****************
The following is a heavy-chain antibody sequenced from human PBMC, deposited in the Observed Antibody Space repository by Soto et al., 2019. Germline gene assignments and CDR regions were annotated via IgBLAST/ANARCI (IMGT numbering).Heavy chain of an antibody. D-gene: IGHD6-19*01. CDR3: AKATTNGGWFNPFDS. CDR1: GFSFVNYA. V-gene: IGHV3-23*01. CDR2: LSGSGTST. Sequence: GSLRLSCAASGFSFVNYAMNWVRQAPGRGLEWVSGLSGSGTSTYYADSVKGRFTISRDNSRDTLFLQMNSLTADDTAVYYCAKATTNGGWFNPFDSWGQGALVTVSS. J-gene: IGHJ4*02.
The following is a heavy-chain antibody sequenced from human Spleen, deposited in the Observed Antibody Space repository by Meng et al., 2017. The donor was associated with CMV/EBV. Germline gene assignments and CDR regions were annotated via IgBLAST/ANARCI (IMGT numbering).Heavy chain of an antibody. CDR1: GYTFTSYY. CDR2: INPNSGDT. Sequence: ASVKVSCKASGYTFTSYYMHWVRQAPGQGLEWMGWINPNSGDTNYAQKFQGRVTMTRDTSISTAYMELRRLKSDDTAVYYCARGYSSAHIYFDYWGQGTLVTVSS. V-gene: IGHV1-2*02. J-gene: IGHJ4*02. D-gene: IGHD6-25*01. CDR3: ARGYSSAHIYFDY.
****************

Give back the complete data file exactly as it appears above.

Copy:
The following is a heavy-chain antibody sequenced from human PBMC, deposited in the Observed Antibody Space repository by Soto et al., 2019. Germline gene assignments and CDR regions were annotated via IgBLAST/ANARCI (IMGT numbering).Heavy chain of an antibody. D-gene: IGHD6-19*01. CDR3: AKATTNGGWFNPFDS. CDR1: GFSFVNYA. V-gene: IGHV3-23*01. CDR2: LSGSGTST. Sequence: GSLRLSCAASGFSFVNYAMNWVRQAPGRGLEWVSGLSGSGTSTYYADSVKGRFTISRDNSRDTLFLQMNSLTADDTAVYYCAKATTNGGWFNPFDSWGQGALVTVSS. J-gene: IGHJ4*02.
The following is a heavy-chain antibody sequenced from human Spleen, deposited in the Observed Antibody Space repository by Meng et al., 2017. The donor was associated with CMV/EBV. Germline gene assignments and CDR regions were annotated via IgBLAST/ANARCI (IMGT numbering).Heavy chain of an antibody. CDR1: GYTFTSYY. CDR2: INPNSGDT. Sequence: ASVKVSCKASGYTFTSYYMHWVRQAPGQGLEWMGWINPNSGDTNYAQKFQGRVTMTRDTSISTAYMELRRLKSDDTAVYYCARGYSSAHIYFDYWGQGTLVTVSS. V-gene: IGHV1-2*02. J-gene: IGHJ4*02. D-gene: IGHD6-25*01. CDR3: ARGYSSAHIYFDY.